What trying out C# taught me about programming in Python

Nick Doornekamp
5 min readOct 9, 2022


Over the past years Python has been my preferred tool in most situations, but I recently decided to give C# a try. There are some clear differences, some of which gave me new insights about programming in Python as well. Three of those differences and my main takeaway are described in this blog.

Differences between C# and Python

Compiled vs. interpreted

Code written in high-level programming languages such as Python and C# all require conversion to lower-level instructions that a computer can execute. C# and Python represent the two main types of conversion: C# is compiled, Python is interpreted.

With C#, before you can run it, your code is compiled to a format that can be processed by the computer. If you write C# code that is invalid, this compilation will fail.

Python does not have such a compilation step: the Python code is translated to lower-level instructions ‘on the fly’. The interpreter reads the code instruction by instruction and directly executes it. Only when the instruction is executed (at runtime), errors in the instruction are caught.

Interpreted languages have the benefit that it saves the compilation step in your development process (although there are plenty of tools that make the compilation step relatively painless), at the price of the possibility of running into errors that would otherwise have been caught by a compiler only at runtime.

Development speed and performance

The consensus seems to be that C# code typically runs faster than the equivalent Python code, at least partly due to the previous point. On the flip side, the Python code will typically be simpler, more compact and quicker to write, at least initially.

All else being equal, a fast program is better than a slow one of course, but personally I think that this is factor only carries significant weight in situations where performance is of critical importance. Usually the type and complexity of the application, the experience and preference of the engineer(s), development speed (“CPU cycles are cheap, programmer cycles are expensive” — within the bounds of reason) and the availability of relevant (open source) modules carry more weight in the decision.

Furthermore, it’s not hard to imagine programmers with a lot of Python experience but little experience with C# will write Python with better performance than the C# equivalent written by them, while spending less time doing so.

Type checking

Python is typed dynamically, C# is typed statically (read about my understanding of these terms here). As a developer writing C# you’re required to specify the type of your variables, and unless you’re very explicit about it, the type of a variable is fixed. That is not the case in Python: declaring types is optional and there are no restrictions on changes to the type of a variable as the code is executed.

It’s this last difference is the one that gave me the most useful insights, even if I don’t end up using C# any time soon.

My main takeawy: static type checking is more useful than I thought

Based on some quick glimpses into statically typed languages, I thought typing mostly meant extra work for the programmer. I felt it was in the way of getting my code to do something useful quickly. What I did not fully realize, was how often I’d spend small nuggets of time debugging situations like the following (stylized) example:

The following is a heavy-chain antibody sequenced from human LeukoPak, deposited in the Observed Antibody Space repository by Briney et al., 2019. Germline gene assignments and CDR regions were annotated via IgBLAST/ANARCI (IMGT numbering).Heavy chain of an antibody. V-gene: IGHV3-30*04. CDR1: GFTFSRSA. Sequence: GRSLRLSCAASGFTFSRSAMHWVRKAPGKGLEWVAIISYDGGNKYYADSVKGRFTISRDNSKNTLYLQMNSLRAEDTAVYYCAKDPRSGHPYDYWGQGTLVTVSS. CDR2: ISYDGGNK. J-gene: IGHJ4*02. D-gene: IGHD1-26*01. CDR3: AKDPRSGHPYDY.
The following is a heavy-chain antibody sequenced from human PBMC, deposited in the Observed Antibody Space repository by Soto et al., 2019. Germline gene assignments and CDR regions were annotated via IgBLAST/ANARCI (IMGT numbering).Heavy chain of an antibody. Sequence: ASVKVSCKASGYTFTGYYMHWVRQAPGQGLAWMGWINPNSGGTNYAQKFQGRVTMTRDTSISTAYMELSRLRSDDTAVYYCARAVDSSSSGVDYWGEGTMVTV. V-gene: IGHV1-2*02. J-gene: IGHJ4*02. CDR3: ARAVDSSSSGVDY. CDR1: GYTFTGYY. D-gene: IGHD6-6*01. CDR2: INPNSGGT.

Perhaps you’ve already spotted that there’s an error hidden in this simple code: If additional_adresses is not empty, the type of addresses changes to set and the function will throw an error, because sets can’t be serialized to JSON. Kind of silly, easy to fix, but also easy to overlook. Best case scenario when you make a mistake like this is that the code fails when it’s tested, worst case it goes unnoticed and only breaks when the condition that triggers it occurs in production.

In a programming language where addresses has a static type, this kind of bug is impossible to introduce, as you’d be required to declare the type of that variable and be unable to change it implicitly.

So while it is extra work, static type checking can save you time in the future. You may think of it as insurance. You have to pay the premium up-front, but in return you may be saved from negative outcomes in the future. Furthermore, declaring types can also help documenting your code, and help your development tools understand your code.

Best of both worlds(?)

None of the above are original thoughts (see e.g. these slides by Guido van Rossum from January 2000) and nowadays Python’s dynamic typing is not necessarily a reason to abandon your Python code in favor of a statically typed language.

Python comes with optional type annotations:

Straight out of the box these annotations don’t do anything beside documentation, but an IDE like PyCharm or VSCode with Pylance will make use of these annotations to draw your attention to type-bugs:

Many IDE’s can alert you to (potential) type bugs

There are also modules like mypy, which will throw an error if the code is not in line with the type annotations in your Python code.

Mypy is a static type checker for Python

To get the most out of mypy, you could include it in your CI pipeline to reduce the chances of it being skipped accidentally.

Typing or testing (or nothing)?

A final (open-ended) thought: In a lot of situations it’s a good idea to write tests and some people argue that properly tested codebase doesn’t need typing to prevent type bugs. Or vice versa: one could argue that code in a statically typed language needs less tests. It’s also valid to do both, because of the other benefits to typing such as documentation.



Nick Doornekamp

Software Engineer at Alliander | Cycling & speedskating enthusiast